Geographic Customer Intuition: Census/Google Maps Mashup
We're all about the Customer Intuition here at BeConnected. Learning about your customers, their needs, behaviors and desires is so important for any business. For those addressing specific geographic areas when developing new locations, products, services or experiences understanding Census data is critical. Here's a cool tool that allows you to analyze Census data based on a one, three and five mile radius from a given location or address.
March 30, 2006 in award winning newsletter, Award winning publications, Blog Outsourcing, blog publish, build credibility, Building B2B Relationships, Building Customer Community, Business newsletter, CMO | Permalink | Comments (0) | TrackBack
PodZinger: Search Engine for Podcasts
I've blogged before about the tools that are out there to discover and monitor relevant discussions and media mentions of your product, business, competitors and customers. By now you should be aware and using tools like RSS, Google Alerts, Technorati Watchlists, the search tools in your newsreader and other customer intuition tools that may be appropriate to your work flow.
As new forms of communication and media distribution develop savvy developers create new tools to help users search and monitor these new messages. This is exactly the case with PodZinger a search engine for podcasts and video podcasts. Drop your keywords into the search box and specific occurrences of those terms are discovered and highlighted for your review. You can watch or listen to specific clips of the entire podcast. Nice.
If you are a technology company and you want to track mentions of your new product PodZinger is a great tool to track product names and measure the buzz across podcasts.
March 22, 2006 in Blog Outsourcing, build credibility, Building B2B Relationships, Building Customer Community, Business Marketing, Business newsletter, CMO, Web/Tech | Permalink | Comments (0) | TrackBack
Tom Peters' Blog on Defining Customers
Steve Yastrow over at tompeters.com has a simple definition of a customer:
Anyone whose actions affect your results.
Simple, succinct and broadly applicable. If we're talking about developing customer intuition and using tools to learn more about the background and happenings of our customers we better have a good definition. What do you think? Is this a good definition? Anything to add?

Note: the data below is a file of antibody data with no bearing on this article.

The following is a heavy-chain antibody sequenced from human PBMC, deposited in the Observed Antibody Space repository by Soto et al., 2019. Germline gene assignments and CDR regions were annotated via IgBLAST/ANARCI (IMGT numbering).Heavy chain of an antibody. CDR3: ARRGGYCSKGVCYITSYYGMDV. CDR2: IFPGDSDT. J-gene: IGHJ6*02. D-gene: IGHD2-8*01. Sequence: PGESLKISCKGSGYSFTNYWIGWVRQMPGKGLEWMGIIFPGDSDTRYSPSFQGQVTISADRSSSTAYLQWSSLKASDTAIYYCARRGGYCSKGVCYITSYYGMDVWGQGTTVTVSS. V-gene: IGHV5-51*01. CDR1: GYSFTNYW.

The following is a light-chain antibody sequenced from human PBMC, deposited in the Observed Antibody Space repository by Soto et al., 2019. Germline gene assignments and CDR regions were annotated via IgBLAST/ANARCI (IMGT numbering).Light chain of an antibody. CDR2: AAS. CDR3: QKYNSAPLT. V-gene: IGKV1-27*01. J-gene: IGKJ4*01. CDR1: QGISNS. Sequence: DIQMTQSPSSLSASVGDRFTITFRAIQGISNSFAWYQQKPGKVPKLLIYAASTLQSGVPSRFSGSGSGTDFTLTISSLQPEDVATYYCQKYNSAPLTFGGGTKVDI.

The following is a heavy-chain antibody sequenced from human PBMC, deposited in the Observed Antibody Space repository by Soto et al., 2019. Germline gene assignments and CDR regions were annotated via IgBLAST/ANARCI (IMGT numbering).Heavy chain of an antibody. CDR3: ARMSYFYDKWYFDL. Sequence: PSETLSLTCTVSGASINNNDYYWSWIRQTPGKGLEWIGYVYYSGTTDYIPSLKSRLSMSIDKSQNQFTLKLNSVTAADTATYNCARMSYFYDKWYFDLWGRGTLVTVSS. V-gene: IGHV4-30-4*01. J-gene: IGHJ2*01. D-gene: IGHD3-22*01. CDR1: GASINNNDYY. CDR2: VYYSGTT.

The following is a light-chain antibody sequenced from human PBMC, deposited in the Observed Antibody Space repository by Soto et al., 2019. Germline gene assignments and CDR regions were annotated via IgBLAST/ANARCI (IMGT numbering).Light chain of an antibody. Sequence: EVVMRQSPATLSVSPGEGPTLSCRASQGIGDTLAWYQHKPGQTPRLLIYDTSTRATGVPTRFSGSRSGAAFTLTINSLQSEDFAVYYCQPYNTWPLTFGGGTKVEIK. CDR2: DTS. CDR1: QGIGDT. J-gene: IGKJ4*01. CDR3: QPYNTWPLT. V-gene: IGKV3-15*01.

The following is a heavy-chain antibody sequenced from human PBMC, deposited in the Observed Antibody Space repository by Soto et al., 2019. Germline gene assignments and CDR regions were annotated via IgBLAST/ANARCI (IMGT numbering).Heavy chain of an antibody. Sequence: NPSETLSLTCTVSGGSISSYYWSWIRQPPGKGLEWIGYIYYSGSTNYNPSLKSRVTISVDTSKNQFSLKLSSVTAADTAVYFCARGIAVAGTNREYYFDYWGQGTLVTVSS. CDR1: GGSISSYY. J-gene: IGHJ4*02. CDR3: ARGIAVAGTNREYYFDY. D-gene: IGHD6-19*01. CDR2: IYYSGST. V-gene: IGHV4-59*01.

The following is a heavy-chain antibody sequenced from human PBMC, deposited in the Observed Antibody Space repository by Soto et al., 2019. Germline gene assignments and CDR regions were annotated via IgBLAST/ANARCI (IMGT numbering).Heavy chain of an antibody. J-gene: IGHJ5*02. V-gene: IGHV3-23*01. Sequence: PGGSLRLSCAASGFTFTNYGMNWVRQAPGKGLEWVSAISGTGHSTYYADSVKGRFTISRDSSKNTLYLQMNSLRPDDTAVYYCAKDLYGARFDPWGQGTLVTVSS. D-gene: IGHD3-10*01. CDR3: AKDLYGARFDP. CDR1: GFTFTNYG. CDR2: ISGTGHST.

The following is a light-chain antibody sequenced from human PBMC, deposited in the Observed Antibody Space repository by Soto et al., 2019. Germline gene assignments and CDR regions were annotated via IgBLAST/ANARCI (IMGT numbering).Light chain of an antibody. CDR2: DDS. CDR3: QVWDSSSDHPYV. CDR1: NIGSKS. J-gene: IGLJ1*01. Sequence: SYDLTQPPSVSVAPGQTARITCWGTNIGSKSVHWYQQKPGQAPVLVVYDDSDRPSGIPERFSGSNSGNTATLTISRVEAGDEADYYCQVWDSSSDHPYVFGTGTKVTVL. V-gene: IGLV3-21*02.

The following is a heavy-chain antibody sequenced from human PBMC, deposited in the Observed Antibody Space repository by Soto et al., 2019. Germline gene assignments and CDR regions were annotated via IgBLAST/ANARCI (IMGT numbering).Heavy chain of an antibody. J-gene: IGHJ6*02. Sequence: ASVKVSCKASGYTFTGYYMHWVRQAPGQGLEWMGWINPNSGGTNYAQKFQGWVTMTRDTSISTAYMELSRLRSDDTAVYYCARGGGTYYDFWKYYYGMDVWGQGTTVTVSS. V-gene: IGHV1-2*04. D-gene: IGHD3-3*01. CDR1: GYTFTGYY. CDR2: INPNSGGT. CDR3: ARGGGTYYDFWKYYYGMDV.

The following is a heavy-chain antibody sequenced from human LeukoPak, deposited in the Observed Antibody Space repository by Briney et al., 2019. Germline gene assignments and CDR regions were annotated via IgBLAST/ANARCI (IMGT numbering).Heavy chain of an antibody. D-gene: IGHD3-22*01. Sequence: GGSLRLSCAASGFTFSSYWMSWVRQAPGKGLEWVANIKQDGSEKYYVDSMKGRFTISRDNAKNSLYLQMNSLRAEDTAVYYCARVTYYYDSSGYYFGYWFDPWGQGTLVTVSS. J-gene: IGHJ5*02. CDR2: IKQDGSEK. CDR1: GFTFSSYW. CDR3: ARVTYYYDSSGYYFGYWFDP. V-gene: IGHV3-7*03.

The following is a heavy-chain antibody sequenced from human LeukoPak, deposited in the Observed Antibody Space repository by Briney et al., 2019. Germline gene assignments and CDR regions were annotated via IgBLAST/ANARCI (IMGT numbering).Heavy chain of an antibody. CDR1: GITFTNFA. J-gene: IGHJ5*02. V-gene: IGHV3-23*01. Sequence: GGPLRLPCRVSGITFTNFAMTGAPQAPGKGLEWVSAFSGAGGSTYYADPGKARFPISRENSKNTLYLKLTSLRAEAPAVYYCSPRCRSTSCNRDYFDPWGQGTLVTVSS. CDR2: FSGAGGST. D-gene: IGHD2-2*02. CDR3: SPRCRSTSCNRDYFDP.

tompeters.com: Refine to Simplicity be sure to read the comments. Good stuff their too.
March 10, 2006 in award winning magazine, award winning newsletter, Blog Outsourcing, Brand enhancement, build credibility, Building Customer Community, Business newsletter, Weblogs | Permalink | Comments (1) | TrackBack
Put These Entrepreneurial Proverbs on Your Radar
Over at O'Reilly Radar as opposed to Radar O'Reilly, there's a great list of “Entrepreneurial Proverbs” that are intended for engineer types who want to start their own companies. Great bit size chunks for those looking to start a company or just wanting to shape some advice for someone who is.
Cool ideas are useless without great needs -- this is the classic engineers' entrepreneurial mistake (or at least I'd like to think so, since I've made it). Techies love tech, and a new technology can produce a lot of companies that don't really meet a need. Better to start with the need, and then see how what you know can produce a better answer to that need. (Marketers tend to have the opposite problem: real, pressing needs with completely unworkable solutions.)
Build the simplest thing possible -- engineers have the hardest time with this, with not overdesigning for the need they're addressing. Make the simplest possible product that makes a significant dent in that need, and you'll do far better than you would addressing two or three needs at once. Simplicity leads to clarity in everything you do.
Solve problems, not potential problems -- you can waste a lot of money implementing solutions for problems you don't have yet, and may never have. Work on the biggest, most pressing problems today, and put aside everything else.
Test everything with real people -- it's unbelievable how helpful this is. Go find civilians, real people who use computers because they have to and not because they love to. Find them in Starbucks, or at the library, or in a college computer lab. Give them $20 for 20 minutes, and you'll be paid back a hundred times over.
Read the rest of the list.
O'Reilly Radar: “Entrepreneurial Proverbs”